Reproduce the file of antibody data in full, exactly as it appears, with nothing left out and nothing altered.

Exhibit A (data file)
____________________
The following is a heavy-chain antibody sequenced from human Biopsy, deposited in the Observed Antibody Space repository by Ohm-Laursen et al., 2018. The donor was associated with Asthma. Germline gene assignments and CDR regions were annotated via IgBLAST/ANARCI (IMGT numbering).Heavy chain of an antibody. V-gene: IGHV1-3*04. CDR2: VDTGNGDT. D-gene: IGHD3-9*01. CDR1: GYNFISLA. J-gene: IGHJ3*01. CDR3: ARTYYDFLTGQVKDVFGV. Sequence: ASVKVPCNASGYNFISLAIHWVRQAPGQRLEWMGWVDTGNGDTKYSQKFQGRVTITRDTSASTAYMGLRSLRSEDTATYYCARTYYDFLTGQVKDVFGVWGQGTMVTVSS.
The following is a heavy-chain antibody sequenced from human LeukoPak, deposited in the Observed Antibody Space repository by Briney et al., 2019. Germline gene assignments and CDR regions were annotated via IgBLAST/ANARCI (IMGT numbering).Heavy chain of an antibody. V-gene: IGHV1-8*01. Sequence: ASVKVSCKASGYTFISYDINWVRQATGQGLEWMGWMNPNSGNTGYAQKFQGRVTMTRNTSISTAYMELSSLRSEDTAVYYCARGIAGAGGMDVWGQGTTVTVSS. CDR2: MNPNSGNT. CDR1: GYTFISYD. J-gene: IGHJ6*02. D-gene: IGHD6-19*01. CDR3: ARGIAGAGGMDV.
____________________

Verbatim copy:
The following is a heavy-chain antibody sequenced from human Biopsy, deposited in the Observed Antibody Space repository by Ohm-Laursen et al., 2018. The donor was associated with Asthma. Germline gene assignments and CDR regions were annotated via IgBLAST/ANARCI (IMGT numbering).Heavy chain of an antibody. V-gene: IGHV1-3*04. CDR2: VDTGNGDT. D-gene: IGHD3-9*01. CDR1: GYNFISLA. J-gene: IGHJ3*01. CDR3: ARTYYDFLTGQVKDVFGV. Sequence: ASVKVPCNASGYNFISLAIHWVRQAPGQRLEWMGWVDTGNGDTKYSQKFQGRVTITRDTSASTAYMGLRSLRSEDTATYYCARTYYDFLTGQVKDVFGVWGQGTMVTVSS.
The following is a heavy-chain antibody sequenced from human LeukoPak, deposited in the Observed Antibody Space repository by Briney et al., 2019. Germline gene assignments and CDR regions were annotated via IgBLAST/ANARCI (IMGT numbering).Heavy chain of an antibody. V-gene: IGHV1-8*01. Sequence: ASVKVSCKASGYTFISYDINWVRQATGQGLEWMGWMNPNSGNTGYAQKFQGRVTMTRNTSISTAYMELSSLRSEDTAVYYCARGIAGAGGMDVWGQGTTVTVSS. CDR2: MNPNSGNT. CDR1: GYTFISYD. J-gene: IGHJ6*02. D-gene: IGHD6-19*01. CDR3: ARGIAGAGGMDV.